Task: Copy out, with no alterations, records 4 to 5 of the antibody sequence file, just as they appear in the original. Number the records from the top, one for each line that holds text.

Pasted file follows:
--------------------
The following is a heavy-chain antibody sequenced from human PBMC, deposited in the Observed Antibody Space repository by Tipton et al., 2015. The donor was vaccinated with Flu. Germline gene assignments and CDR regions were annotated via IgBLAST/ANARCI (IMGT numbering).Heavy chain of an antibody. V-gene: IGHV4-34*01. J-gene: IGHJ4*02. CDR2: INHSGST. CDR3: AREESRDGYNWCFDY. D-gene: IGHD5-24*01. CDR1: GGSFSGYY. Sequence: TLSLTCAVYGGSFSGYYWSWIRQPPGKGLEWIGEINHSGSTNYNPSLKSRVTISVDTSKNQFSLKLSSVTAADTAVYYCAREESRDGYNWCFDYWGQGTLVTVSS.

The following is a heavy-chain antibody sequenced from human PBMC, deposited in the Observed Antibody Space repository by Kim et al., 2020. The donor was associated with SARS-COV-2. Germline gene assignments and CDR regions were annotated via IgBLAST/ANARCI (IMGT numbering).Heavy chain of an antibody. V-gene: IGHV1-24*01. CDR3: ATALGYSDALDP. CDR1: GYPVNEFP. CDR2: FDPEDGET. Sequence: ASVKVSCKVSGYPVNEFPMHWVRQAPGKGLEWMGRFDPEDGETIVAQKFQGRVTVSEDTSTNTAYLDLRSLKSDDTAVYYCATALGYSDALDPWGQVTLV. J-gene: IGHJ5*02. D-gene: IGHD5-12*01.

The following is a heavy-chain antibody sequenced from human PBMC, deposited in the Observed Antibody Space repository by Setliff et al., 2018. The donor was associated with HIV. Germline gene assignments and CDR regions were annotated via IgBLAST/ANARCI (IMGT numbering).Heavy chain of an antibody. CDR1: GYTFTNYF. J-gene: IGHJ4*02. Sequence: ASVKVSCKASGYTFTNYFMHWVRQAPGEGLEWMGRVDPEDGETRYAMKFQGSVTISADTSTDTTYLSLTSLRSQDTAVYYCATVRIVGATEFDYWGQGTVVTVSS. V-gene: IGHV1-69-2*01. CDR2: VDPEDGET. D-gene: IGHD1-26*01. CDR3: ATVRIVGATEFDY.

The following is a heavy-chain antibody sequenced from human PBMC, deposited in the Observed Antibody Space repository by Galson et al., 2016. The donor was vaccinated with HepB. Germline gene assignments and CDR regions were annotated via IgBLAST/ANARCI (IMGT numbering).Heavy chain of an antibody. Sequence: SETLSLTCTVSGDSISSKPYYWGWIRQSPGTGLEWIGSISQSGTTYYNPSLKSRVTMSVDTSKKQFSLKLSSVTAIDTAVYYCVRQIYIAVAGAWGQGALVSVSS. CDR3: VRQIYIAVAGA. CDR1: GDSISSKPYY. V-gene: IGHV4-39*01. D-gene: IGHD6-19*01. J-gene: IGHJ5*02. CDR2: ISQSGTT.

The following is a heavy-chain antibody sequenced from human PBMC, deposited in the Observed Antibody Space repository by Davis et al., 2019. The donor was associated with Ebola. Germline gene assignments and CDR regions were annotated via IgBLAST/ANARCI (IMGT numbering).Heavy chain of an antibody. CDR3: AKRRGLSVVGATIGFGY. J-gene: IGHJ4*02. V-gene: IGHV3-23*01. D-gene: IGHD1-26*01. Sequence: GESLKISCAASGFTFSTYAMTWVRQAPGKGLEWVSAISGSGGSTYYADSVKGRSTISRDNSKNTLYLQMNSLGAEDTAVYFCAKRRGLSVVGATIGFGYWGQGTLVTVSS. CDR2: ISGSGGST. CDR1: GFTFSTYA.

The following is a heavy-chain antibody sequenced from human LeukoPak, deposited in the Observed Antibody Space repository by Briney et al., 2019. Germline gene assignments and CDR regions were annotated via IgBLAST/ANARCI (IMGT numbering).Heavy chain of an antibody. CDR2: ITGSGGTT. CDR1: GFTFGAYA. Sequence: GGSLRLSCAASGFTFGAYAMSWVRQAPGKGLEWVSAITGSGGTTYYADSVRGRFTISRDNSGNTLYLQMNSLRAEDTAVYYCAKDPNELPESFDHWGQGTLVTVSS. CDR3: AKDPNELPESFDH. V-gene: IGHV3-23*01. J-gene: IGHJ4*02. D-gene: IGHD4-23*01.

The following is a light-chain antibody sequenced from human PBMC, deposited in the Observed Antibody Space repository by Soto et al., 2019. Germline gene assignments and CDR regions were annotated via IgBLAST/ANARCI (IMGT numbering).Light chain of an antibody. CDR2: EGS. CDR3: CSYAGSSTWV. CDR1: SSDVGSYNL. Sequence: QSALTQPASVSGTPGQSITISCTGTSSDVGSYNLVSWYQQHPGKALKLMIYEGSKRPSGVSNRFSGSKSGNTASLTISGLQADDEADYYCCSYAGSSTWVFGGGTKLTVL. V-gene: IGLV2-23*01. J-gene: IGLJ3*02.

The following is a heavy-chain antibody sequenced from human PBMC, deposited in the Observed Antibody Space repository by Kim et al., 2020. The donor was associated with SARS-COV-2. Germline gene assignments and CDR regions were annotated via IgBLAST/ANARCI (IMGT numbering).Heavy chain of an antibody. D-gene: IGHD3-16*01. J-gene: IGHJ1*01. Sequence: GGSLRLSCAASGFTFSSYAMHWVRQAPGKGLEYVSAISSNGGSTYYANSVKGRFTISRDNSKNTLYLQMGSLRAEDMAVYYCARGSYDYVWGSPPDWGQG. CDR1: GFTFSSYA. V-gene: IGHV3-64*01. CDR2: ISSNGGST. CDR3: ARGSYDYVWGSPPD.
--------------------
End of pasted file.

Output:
The following is a heavy-chain antibody sequenced from human PBMC, deposited in the Observed Antibody Space repository by Galson et al., 2016. The donor was vaccinated with HepB. Germline gene assignments and CDR regions were annotated via IgBLAST/ANARCI (IMGT numbering).Heavy chain of an antibody. Sequence: SETLSLTCTVSGDSISSKPYYWGWIRQSPGTGLEWIGSISQSGTTYYNPSLKSRVTMSVDTSKKQFSLKLSSVTAIDTAVYYCVRQIYIAVAGAWGQGALVSVSS. CDR3: VRQIYIAVAGA. CDR1: GDSISSKPYY. V-gene: IGHV4-39*01. D-gene: IGHD6-19*01. J-gene: IGHJ5*02. CDR2: ISQSGTT.

The following is a heavy-chain antibody sequenced from human PBMC, deposited in the Observed Antibody Space repository by Davis et al., 2019. The donor was associated with Ebola. Germline gene assignments and CDR regions were annotated via IgBLAST/ANARCI (IMGT numbering).Heavy chain of an antibody. CDR3: AKRRGLSVVGATIGFGY. J-gene: IGHJ4*02. V-gene: IGHV3-23*01. D-gene: IGHD1-26*01. Sequence: GESLKISCAASGFTFSTYAMTWVRQAPGKGLEWVSAISGSGGSTYYADSVKGRSTISRDNSKNTLYLQMNSLGAEDTAVYFCAKRRGLSVVGATIGFGYWGQGTLVTVSS. CDR2: ISGSGGST. CDR1: GFTFSTYA.